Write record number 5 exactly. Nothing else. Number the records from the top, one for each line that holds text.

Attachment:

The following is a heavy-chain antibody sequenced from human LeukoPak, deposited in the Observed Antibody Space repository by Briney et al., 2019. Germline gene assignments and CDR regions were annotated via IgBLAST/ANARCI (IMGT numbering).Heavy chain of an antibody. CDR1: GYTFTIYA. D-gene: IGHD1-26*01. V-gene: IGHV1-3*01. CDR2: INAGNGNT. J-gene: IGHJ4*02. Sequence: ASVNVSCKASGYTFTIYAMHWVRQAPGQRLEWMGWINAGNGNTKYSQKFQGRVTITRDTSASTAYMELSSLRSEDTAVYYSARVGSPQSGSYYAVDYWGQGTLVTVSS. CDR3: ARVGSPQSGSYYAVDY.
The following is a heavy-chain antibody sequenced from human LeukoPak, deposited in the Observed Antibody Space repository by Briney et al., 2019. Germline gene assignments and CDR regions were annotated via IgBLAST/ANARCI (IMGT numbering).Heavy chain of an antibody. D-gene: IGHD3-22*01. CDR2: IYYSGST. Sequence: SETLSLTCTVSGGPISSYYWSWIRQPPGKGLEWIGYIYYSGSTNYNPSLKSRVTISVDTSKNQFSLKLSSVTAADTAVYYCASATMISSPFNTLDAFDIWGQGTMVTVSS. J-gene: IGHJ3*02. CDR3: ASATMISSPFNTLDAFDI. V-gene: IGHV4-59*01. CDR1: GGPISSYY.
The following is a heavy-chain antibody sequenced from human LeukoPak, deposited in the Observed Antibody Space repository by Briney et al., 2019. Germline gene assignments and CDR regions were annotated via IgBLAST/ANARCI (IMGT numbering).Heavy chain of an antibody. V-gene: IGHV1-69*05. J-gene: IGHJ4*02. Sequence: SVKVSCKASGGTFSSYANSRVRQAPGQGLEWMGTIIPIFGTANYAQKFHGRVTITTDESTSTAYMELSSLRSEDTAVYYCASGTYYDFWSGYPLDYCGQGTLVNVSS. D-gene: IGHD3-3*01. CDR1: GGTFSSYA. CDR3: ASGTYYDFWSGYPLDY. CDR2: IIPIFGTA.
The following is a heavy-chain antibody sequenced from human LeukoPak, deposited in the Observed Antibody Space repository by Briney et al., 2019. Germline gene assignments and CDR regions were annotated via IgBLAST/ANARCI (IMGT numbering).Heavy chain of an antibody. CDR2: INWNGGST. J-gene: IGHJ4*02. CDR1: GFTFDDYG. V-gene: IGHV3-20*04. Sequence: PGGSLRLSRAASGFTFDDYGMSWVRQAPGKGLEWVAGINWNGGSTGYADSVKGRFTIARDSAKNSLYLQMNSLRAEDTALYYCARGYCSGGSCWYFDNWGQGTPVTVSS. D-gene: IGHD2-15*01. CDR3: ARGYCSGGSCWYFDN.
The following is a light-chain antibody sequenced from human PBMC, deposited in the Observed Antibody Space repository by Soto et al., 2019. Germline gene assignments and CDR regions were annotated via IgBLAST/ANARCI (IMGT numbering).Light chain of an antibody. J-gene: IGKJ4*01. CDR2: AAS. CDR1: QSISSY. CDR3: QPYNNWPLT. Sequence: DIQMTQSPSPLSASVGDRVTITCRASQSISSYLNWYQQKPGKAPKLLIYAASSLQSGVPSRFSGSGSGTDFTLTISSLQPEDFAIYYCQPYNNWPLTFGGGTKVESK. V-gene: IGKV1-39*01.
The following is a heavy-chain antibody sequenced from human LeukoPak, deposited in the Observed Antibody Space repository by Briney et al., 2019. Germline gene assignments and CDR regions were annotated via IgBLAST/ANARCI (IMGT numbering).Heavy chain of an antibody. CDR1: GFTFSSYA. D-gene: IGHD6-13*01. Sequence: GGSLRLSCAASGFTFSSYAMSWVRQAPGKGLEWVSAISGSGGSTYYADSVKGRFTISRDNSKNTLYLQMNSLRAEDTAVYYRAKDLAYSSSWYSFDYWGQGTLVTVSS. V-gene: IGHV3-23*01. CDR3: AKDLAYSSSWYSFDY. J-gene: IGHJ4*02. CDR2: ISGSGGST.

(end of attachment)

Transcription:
The following is a light-chain antibody sequenced from human PBMC, deposited in the Observed Antibody Space repository by Soto et al., 2019. Germline gene assignments and CDR regions were annotated via IgBLAST/ANARCI (IMGT numbering).Light chain of an antibody. J-gene: IGKJ4*01. CDR2: AAS. CDR1: QSISSY. CDR3: QPYNNWPLT. Sequence: DIQMTQSPSPLSASVGDRVTITCRASQSISSYLNWYQQKPGKAPKLLIYAASSLQSGVPSRFSGSGSGTDFTLTISSLQPEDFAIYYCQPYNNWPLTFGGGTKVESK. V-gene: IGKV1-39*01.